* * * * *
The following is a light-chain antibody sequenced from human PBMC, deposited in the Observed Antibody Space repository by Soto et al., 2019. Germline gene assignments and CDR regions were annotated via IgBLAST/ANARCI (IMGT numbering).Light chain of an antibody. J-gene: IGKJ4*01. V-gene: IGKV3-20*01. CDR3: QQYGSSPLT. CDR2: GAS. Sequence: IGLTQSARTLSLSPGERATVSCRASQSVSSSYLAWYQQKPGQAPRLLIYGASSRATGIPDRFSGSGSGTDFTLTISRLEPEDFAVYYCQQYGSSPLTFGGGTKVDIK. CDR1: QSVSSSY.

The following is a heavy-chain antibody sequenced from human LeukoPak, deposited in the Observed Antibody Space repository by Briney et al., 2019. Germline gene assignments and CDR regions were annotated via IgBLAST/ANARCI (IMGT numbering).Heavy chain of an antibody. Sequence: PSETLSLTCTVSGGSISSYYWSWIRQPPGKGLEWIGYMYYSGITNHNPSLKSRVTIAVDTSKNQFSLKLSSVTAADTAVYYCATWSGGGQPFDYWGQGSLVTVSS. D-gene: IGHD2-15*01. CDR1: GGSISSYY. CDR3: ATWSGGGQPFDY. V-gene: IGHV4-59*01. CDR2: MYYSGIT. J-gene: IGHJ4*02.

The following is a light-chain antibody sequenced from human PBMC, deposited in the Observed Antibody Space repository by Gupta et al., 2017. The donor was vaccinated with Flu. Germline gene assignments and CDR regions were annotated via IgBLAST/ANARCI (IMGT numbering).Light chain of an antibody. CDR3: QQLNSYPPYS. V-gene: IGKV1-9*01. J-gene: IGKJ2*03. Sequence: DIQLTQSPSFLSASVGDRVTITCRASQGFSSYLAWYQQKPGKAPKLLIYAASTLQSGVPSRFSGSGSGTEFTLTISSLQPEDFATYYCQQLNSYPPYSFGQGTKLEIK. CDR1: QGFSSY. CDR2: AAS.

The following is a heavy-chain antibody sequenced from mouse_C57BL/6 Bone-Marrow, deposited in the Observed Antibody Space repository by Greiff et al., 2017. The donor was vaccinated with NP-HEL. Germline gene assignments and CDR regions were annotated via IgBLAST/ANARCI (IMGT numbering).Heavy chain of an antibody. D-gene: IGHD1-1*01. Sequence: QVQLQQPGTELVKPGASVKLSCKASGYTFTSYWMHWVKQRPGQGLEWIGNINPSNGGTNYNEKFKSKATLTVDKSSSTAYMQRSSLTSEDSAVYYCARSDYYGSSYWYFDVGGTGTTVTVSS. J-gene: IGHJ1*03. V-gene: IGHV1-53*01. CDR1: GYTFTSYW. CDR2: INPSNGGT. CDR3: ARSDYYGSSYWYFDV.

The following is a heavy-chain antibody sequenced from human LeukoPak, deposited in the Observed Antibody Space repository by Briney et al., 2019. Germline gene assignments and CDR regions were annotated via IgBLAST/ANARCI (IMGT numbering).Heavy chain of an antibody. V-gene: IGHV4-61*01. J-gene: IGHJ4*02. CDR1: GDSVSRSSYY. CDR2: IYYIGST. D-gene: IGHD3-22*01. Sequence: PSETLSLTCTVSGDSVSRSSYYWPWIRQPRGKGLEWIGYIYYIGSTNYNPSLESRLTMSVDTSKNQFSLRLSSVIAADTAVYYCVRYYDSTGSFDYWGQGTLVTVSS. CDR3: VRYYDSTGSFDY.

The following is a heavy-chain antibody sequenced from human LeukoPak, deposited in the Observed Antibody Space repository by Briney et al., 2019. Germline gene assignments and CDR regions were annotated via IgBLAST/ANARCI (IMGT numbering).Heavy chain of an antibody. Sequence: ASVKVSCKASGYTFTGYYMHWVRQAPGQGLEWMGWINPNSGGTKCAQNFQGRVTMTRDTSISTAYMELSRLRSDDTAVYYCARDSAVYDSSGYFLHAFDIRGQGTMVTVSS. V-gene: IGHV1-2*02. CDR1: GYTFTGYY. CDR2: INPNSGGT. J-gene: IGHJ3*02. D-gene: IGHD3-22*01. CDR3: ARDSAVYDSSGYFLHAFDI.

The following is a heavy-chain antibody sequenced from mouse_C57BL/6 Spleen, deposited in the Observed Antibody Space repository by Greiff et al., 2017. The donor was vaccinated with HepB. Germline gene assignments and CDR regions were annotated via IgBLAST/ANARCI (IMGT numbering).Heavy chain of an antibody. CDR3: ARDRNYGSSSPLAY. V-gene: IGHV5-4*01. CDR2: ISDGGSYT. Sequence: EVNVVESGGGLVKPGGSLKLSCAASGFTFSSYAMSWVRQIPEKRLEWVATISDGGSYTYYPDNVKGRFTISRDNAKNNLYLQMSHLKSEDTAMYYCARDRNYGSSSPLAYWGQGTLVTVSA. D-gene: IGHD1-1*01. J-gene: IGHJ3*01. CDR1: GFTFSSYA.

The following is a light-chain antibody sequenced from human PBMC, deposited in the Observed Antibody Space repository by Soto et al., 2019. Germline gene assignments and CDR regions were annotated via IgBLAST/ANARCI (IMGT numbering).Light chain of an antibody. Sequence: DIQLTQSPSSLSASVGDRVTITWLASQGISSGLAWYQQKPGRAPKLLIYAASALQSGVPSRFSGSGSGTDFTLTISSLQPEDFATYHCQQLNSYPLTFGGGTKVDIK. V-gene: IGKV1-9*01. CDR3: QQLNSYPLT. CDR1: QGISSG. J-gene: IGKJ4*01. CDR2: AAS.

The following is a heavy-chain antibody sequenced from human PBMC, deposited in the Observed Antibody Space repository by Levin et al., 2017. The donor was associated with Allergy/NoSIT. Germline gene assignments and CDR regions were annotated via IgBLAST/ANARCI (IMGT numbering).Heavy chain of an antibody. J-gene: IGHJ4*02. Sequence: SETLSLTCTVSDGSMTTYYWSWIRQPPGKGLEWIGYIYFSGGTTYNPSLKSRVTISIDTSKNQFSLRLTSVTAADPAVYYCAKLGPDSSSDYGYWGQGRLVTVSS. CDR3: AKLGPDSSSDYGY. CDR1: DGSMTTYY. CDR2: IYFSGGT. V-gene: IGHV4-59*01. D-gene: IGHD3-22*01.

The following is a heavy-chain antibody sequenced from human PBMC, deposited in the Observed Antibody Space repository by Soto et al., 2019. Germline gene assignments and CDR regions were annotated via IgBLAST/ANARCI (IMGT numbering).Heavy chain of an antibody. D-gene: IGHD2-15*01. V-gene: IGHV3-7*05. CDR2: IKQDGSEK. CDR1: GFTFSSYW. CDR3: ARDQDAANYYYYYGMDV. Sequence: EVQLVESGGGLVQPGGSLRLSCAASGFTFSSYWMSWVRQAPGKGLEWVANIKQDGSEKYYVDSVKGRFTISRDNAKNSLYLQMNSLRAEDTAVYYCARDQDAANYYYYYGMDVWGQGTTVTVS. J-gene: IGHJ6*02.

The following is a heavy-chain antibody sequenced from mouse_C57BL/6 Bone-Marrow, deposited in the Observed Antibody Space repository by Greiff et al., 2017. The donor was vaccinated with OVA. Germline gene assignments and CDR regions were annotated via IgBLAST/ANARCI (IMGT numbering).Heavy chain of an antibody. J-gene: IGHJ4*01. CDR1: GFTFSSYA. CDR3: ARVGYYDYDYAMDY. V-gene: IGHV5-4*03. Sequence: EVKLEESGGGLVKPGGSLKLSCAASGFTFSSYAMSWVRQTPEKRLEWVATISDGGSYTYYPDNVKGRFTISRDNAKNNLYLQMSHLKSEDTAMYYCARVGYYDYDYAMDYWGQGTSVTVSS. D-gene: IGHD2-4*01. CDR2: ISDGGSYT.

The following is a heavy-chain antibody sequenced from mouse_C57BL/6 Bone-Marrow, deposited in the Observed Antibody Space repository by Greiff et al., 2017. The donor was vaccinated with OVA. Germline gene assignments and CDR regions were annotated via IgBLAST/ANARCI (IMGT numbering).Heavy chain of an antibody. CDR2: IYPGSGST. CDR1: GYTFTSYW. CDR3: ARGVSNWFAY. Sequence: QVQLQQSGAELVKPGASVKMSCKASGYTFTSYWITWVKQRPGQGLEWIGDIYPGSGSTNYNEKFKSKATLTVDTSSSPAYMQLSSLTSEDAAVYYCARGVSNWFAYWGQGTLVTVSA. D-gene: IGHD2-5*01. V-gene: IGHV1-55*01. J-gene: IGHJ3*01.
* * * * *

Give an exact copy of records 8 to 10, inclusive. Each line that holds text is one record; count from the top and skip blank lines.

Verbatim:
The following is a light-chain antibody sequenced from human PBMC, deposited in the Observed Antibody Space repository by Soto et al., 2019. Germline gene assignments and CDR regions were annotated via IgBLAST/ANARCI (IMGT numbering).Light chain of an antibody. Sequence: DIQLTQSPSSLSASVGDRVTITWLASQGISSGLAWYQQKPGRAPKLLIYAASALQSGVPSRFSGSGSGTDFTLTISSLQPEDFATYHCQQLNSYPLTFGGGTKVDIK. V-gene: IGKV1-9*01. CDR3: QQLNSYPLT. CDR1: QGISSG. J-gene: IGKJ4*01. CDR2: AAS.

The following is a heavy-chain antibody sequenced from human PBMC, deposited in the Observed Antibody Space repository by Levin et al., 2017. The donor was associated with Allergy/NoSIT. Germline gene assignments and CDR regions were annotated via IgBLAST/ANARCI (IMGT numbering).Heavy chain of an antibody. J-gene: IGHJ4*02. Sequence: SETLSLTCTVSDGSMTTYYWSWIRQPPGKGLEWIGYIYFSGGTTYNPSLKSRVTISIDTSKNQFSLRLTSVTAADPAVYYCAKLGPDSSSDYGYWGQGRLVTVSS. CDR3: AKLGPDSSSDYGY. CDR1: DGSMTTYY. CDR2: IYFSGGT. V-gene: IGHV4-59*01. D-gene: IGHD3-22*01.

The following is a heavy-chain antibody sequenced from human PBMC, deposited in the Observed Antibody Space repository by Soto et al., 2019. Germline gene assignments and CDR regions were annotated via IgBLAST/ANARCI (IMGT numbering).Heavy chain of an antibody. D-gene: IGHD2-15*01. V-gene: IGHV3-7*05. CDR2: IKQDGSEK. CDR1: GFTFSSYW. CDR3: ARDQDAANYYYYYGMDV. Sequence: EVQLVESGGGLVQPGGSLRLSCAASGFTFSSYWMSWVRQAPGKGLEWVANIKQDGSEKYYVDSVKGRFTISRDNAKNSLYLQMNSLRAEDTAVYYCARDQDAANYYYYYGMDVWGQGTTVTVS. J-gene: IGHJ6*02.